Sonenshine continued by asking the panel,“how do we give space to people and yet also engage them?” Pandith responded that the toxic environment is being mirrored around the world in various ways. There is a greater sense of global belonging, and it is difficult to navigate the complexity of one’s identity and to make sense of it. This is especially true for young Muslims who have seen their culture and religion make headlines for years. “It is hard for them to absorb all the things that are coming to them, and most unfortunately, the loudest voices are those of the extremists.”

Pandith further stated that what we should focus on the tactics utilized to recruit women and young girls into extremism, and the mothers and local communities are instrumental, not only in identifying these strategies, but in counteracting the extremists. In response, Curry pointed out that, while more needs to be done to look at the multitude of issues, if we look at the history of terrorism, the tactics used by these organizations have not changed. Given this repetition, Curry suggests that, "new research has to be on the shoulders of existing research, otherwise we are just reinventing ourselves.”

According to Anderlini, part of what allows the extremists’ voices to overcome all others may be the way we frame the conversation. After insisting that we not feed the media frenzy, and recognize that a very small minority are engaged in extremist acts, she describes what she calls “stealth sectarianism,” that is allowing extremism to go mainstream throughout the Middle East. The extremists have “a very round narrative of [what they are for]. They are out there selling a positive narrative. We don’t have that positive narrative. We have an identity crisis, of who are we and what do we stand for,” she stated. What we need, she argues, is to articulate a stronger narrative of why we are fighting, instead of just saying we are countering them.

Questions from the audience addressed the political agency of youth, conceptions of Muslim women as victims, and the motives for women in extremism. During the course of their answers, Pandith insisted we discard "cookie cutter" conceptions of Muslim women. Anderlini and Sadiqi maintain that we must allow women and youth in the MENA region greater agency in this fight. “The more we focus on ‘why women,’ the more we shape the discourse away from [the fact that] they're on the ground, they're fighting the militias, fighting for their own voices. Imagine if 40 people in the MENA region got together to talk extremism, their aspirations, their narrative…It is way more powerful than anything ISIS has to say.” Anderlini stated.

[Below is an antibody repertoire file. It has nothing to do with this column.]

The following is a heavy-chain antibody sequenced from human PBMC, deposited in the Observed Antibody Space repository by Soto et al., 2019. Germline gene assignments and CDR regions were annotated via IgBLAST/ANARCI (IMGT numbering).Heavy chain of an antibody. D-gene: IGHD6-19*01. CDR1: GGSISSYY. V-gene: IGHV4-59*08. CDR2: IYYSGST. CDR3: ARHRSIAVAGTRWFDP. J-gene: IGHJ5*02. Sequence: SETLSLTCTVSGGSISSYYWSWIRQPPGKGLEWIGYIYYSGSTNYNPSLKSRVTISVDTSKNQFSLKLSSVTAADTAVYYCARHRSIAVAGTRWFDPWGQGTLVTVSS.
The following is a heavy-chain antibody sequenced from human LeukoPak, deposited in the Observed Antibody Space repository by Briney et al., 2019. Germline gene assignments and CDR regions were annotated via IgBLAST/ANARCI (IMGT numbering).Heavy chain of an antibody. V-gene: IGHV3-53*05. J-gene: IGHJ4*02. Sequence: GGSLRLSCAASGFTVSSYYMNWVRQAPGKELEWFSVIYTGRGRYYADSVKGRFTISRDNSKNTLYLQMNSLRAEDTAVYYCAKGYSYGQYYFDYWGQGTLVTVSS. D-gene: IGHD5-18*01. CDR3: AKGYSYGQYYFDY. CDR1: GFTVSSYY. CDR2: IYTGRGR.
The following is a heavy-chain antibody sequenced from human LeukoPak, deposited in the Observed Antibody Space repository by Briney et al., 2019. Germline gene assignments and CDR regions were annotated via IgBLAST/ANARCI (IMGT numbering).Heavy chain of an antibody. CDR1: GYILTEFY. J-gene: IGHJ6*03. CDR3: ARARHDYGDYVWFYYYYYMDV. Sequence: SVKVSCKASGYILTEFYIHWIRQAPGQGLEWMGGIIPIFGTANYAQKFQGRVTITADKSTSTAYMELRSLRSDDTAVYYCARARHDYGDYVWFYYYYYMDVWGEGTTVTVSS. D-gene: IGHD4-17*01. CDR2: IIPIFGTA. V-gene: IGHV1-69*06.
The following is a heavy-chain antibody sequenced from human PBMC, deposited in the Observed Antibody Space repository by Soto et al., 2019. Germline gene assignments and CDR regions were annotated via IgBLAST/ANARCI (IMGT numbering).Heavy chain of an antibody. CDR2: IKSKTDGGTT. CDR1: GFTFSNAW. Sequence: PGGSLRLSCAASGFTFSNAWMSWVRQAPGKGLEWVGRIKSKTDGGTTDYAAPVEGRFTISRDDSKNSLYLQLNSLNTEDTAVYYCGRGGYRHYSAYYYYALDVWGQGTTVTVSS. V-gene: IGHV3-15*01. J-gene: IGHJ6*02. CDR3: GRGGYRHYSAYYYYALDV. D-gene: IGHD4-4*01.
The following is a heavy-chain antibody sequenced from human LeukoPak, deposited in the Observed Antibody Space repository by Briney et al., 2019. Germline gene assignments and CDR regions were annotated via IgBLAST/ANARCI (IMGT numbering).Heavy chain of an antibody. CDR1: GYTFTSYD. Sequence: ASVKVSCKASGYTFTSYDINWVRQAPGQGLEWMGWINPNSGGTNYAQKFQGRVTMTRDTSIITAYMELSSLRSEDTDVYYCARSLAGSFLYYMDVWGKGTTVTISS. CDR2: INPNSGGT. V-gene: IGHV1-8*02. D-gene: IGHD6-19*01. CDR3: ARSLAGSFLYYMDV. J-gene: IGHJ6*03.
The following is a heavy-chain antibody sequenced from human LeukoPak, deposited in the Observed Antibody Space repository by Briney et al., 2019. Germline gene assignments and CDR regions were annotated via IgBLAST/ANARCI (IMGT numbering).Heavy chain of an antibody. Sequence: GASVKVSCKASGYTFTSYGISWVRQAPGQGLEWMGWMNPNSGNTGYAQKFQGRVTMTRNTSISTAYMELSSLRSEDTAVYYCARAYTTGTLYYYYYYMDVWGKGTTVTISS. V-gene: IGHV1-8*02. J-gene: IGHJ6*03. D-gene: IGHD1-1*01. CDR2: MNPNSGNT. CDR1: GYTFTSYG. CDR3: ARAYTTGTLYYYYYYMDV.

Also read Tara Sonenshine's article covering this event: http://thehill.com/blogs/pundits-blog/international/267703-to-defeat-isis-listen-to-the-women


1-28-2016 Women & Extremism Event


  • Jane Harman

    Director, President, and CEO, Wilson Center
  • Farah Pandith

    Former first-ever Special Representative to Muslim Communities, US Department of State
  • Timothy B. Curry

    Deputy Director, Counterterrorism Policy, U.S. Department of Homeland Security
  • Sanam Naraghi Anderlini

    Co-Founder and Executive Director, International Civil Society Action Network (ICAN)
  • Fatima Sadiqi

    Senior Professor of Linguistics and Gender Studies, Sidi Mohamed Ben Abdellah University, Morocco
  • Tara Sonenshine

    Distinguished Fellow, George Washington University, School of Media & Public Affairs